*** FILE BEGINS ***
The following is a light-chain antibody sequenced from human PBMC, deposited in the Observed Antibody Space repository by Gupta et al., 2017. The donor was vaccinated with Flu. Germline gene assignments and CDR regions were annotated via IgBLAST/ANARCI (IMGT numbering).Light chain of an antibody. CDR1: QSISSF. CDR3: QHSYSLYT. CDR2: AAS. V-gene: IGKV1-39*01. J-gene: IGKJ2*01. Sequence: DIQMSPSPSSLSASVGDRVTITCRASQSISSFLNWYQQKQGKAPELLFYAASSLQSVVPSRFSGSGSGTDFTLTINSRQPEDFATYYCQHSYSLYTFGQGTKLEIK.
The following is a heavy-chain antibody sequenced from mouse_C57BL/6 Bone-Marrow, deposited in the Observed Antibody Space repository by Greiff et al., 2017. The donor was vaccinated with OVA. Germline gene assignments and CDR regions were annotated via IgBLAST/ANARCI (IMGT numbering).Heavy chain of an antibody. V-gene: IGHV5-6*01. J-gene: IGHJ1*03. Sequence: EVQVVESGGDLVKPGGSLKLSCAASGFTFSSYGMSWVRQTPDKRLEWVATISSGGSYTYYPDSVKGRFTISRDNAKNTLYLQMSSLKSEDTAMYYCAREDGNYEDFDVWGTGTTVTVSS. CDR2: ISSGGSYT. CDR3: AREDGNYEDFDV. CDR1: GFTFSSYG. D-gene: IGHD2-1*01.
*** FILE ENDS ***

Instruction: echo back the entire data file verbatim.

The following is a light-chain antibody sequenced from human PBMC, deposited in the Observed Antibody Space repository by Gupta et al., 2017. The donor was vaccinated with Flu. Germline gene assignments and CDR regions were annotated via IgBLAST/ANARCI (IMGT numbering).Light chain of an antibody. CDR1: QSISSF. CDR3: QHSYSLYT. CDR2: AAS. V-gene: IGKV1-39*01. J-gene: IGKJ2*01. Sequence: DIQMSPSPSSLSASVGDRVTITCRASQSISSFLNWYQQKQGKAPELLFYAASSLQSVVPSRFSGSGSGTDFTLTINSRQPEDFATYYCQHSYSLYTFGQGTKLEIK.
The following is a heavy-chain antibody sequenced from mouse_C57BL/6 Bone-Marrow, deposited in the Observed Antibody Space repository by Greiff et al., 2017. The donor was vaccinated with OVA. Germline gene assignments and CDR regions were annotated via IgBLAST/ANARCI (IMGT numbering).Heavy chain of an antibody. V-gene: IGHV5-6*01. J-gene: IGHJ1*03. Sequence: EVQVVESGGDLVKPGGSLKLSCAASGFTFSSYGMSWVRQTPDKRLEWVATISSGGSYTYYPDSVKGRFTISRDNAKNTLYLQMSSLKSEDTAMYYCAREDGNYEDFDVWGTGTTVTVSS. CDR2: ISSGGSYT. CDR3: AREDGNYEDFDV. CDR1: GFTFSSYG. D-gene: IGHD2-1*01.